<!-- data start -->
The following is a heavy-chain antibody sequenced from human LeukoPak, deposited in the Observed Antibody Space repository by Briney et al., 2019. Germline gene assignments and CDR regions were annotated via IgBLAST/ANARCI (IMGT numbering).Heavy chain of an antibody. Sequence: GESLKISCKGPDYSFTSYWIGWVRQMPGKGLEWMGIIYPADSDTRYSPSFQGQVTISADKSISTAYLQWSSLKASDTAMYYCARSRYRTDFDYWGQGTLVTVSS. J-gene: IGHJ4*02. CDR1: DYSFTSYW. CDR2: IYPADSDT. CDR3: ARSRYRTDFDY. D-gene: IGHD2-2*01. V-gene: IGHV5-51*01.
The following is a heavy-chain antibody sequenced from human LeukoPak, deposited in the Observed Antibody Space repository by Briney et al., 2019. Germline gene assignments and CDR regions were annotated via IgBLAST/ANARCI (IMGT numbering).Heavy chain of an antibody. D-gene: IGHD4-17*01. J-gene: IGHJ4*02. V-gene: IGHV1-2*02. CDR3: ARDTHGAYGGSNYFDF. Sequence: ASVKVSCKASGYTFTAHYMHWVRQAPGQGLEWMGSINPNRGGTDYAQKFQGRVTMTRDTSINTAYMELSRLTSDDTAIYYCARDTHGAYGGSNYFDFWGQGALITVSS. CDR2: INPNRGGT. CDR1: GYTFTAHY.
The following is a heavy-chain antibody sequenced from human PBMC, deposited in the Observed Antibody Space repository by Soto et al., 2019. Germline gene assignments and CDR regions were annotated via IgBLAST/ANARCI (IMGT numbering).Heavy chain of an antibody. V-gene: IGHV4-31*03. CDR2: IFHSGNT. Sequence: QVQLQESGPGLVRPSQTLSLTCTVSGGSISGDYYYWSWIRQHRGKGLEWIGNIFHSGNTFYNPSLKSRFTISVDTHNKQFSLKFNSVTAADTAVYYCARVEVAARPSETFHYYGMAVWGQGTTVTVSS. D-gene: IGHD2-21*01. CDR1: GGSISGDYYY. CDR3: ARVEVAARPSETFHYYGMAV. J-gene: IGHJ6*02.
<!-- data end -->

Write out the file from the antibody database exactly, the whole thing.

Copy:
The following is a heavy-chain antibody sequenced from human LeukoPak, deposited in the Observed Antibody Space repository by Briney et al., 2019. Germline gene assignments and CDR regions were annotated via IgBLAST/ANARCI (IMGT numbering).Heavy chain of an antibody. Sequence: GESLKISCKGPDYSFTSYWIGWVRQMPGKGLEWMGIIYPADSDTRYSPSFQGQVTISADKSISTAYLQWSSLKASDTAMYYCARSRYRTDFDYWGQGTLVTVSS. J-gene: IGHJ4*02. CDR1: DYSFTSYW. CDR2: IYPADSDT. CDR3: ARSRYRTDFDY. D-gene: IGHD2-2*01. V-gene: IGHV5-51*01.
The following is a heavy-chain antibody sequenced from human LeukoPak, deposited in the Observed Antibody Space repository by Briney et al., 2019. Germline gene assignments and CDR regions were annotated via IgBLAST/ANARCI (IMGT numbering).Heavy chain of an antibody. D-gene: IGHD4-17*01. J-gene: IGHJ4*02. V-gene: IGHV1-2*02. CDR3: ARDTHGAYGGSNYFDF. Sequence: ASVKVSCKASGYTFTAHYMHWVRQAPGQGLEWMGSINPNRGGTDYAQKFQGRVTMTRDTSINTAYMELSRLTSDDTAIYYCARDTHGAYGGSNYFDFWGQGALITVSS. CDR2: INPNRGGT. CDR1: GYTFTAHY.
The following is a heavy-chain antibody sequenced from human PBMC, deposited in the Observed Antibody Space repository by Soto et al., 2019. Germline gene assignments and CDR regions were annotated via IgBLAST/ANARCI (IMGT numbering).Heavy chain of an antibody. V-gene: IGHV4-31*03. CDR2: IFHSGNT. Sequence: QVQLQESGPGLVRPSQTLSLTCTVSGGSISGDYYYWSWIRQHRGKGLEWIGNIFHSGNTFYNPSLKSRFTISVDTHNKQFSLKFNSVTAADTAVYYCARVEVAARPSETFHYYGMAVWGQGTTVTVSS. D-gene: IGHD2-21*01. CDR1: GGSISGDYYY. CDR3: ARVEVAARPSETFHYYGMAV. J-gene: IGHJ6*02.